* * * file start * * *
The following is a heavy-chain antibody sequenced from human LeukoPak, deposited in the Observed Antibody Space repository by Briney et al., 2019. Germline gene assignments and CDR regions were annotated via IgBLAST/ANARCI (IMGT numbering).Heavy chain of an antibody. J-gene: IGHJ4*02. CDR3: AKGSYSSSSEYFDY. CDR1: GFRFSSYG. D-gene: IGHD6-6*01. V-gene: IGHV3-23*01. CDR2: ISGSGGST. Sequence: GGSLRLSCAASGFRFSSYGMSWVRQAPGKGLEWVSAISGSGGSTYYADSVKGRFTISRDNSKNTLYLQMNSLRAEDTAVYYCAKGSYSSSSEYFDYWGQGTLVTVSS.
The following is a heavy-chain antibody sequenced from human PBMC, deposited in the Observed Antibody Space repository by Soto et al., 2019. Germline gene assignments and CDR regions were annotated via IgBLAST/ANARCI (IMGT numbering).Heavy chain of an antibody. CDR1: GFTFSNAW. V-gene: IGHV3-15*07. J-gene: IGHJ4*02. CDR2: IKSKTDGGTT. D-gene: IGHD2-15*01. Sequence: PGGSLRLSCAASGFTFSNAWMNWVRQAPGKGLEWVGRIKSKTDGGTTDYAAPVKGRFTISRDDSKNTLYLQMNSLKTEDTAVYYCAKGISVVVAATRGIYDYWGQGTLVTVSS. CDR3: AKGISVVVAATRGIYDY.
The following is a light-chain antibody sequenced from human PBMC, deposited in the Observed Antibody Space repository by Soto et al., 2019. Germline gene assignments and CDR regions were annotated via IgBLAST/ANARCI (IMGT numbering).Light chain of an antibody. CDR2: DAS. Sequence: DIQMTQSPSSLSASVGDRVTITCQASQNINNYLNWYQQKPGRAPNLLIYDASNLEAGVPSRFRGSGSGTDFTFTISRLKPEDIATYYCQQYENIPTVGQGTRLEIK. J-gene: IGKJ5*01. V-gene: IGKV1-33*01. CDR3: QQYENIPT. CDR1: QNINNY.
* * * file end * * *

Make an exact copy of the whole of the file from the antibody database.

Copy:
The following is a heavy-chain antibody sequenced from human LeukoPak, deposited in the Observed Antibody Space repository by Briney et al., 2019. Germline gene assignments and CDR regions were annotated via IgBLAST/ANARCI (IMGT numbering).Heavy chain of an antibody. J-gene: IGHJ4*02. CDR3: AKGSYSSSSEYFDY. CDR1: GFRFSSYG. D-gene: IGHD6-6*01. V-gene: IGHV3-23*01. CDR2: ISGSGGST. Sequence: GGSLRLSCAASGFRFSSYGMSWVRQAPGKGLEWVSAISGSGGSTYYADSVKGRFTISRDNSKNTLYLQMNSLRAEDTAVYYCAKGSYSSSSEYFDYWGQGTLVTVSS.
The following is a heavy-chain antibody sequenced from human PBMC, deposited in the Observed Antibody Space repository by Soto et al., 2019. Germline gene assignments and CDR regions were annotated via IgBLAST/ANARCI (IMGT numbering).Heavy chain of an antibody. CDR1: GFTFSNAW. V-gene: IGHV3-15*07. J-gene: IGHJ4*02. CDR2: IKSKTDGGTT. D-gene: IGHD2-15*01. Sequence: PGGSLRLSCAASGFTFSNAWMNWVRQAPGKGLEWVGRIKSKTDGGTTDYAAPVKGRFTISRDDSKNTLYLQMNSLKTEDTAVYYCAKGISVVVAATRGIYDYWGQGTLVTVSS. CDR3: AKGISVVVAATRGIYDY.
The following is a light-chain antibody sequenced from human PBMC, deposited in the Observed Antibody Space repository by Soto et al., 2019. Germline gene assignments and CDR regions were annotated via IgBLAST/ANARCI (IMGT numbering).Light chain of an antibody. CDR2: DAS. Sequence: DIQMTQSPSSLSASVGDRVTITCQASQNINNYLNWYQQKPGRAPNLLIYDASNLEAGVPSRFRGSGSGTDFTFTISRLKPEDIATYYCQQYENIPTVGQGTRLEIK. J-gene: IGKJ5*01. V-gene: IGKV1-33*01. CDR3: QQYENIPT. CDR1: QNINNY.